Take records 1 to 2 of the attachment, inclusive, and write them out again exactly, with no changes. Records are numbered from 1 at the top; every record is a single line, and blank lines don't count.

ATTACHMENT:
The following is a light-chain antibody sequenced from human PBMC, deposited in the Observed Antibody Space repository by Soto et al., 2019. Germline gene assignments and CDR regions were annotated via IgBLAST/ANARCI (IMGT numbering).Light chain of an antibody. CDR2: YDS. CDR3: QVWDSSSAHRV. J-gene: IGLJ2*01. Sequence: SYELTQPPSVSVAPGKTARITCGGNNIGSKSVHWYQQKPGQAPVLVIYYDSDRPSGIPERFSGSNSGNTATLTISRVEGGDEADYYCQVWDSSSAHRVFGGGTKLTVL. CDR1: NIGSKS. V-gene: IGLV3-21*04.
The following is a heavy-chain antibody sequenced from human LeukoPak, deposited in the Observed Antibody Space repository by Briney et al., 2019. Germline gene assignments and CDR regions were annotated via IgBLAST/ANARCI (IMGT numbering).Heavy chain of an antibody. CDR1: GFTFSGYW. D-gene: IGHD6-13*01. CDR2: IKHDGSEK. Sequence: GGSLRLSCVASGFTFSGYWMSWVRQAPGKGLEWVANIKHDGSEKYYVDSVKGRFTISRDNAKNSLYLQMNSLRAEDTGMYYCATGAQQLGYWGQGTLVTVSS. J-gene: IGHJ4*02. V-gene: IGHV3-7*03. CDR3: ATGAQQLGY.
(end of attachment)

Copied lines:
The following is a light-chain antibody sequenced from human PBMC, deposited in the Observed Antibody Space repository by Soto et al., 2019. Germline gene assignments and CDR regions were annotated via IgBLAST/ANARCI (IMGT numbering).Light chain of an antibody. CDR2: YDS. CDR3: QVWDSSSAHRV. J-gene: IGLJ2*01. Sequence: SYELTQPPSVSVAPGKTARITCGGNNIGSKSVHWYQQKPGQAPVLVIYYDSDRPSGIPERFSGSNSGNTATLTISRVEGGDEADYYCQVWDSSSAHRVFGGGTKLTVL. CDR1: NIGSKS. V-gene: IGLV3-21*04.
The following is a heavy-chain antibody sequenced from human LeukoPak, deposited in the Observed Antibody Space repository by Briney et al., 2019. Germline gene assignments and CDR regions were annotated via IgBLAST/ANARCI (IMGT numbering).Heavy chain of an antibody. CDR1: GFTFSGYW. D-gene: IGHD6-13*01. CDR2: IKHDGSEK. Sequence: GGSLRLSCVASGFTFSGYWMSWVRQAPGKGLEWVANIKHDGSEKYYVDSVKGRFTISRDNAKNSLYLQMNSLRAEDTGMYYCATGAQQLGYWGQGTLVTVSS. J-gene: IGHJ4*02. V-gene: IGHV3-7*03. CDR3: ATGAQQLGY.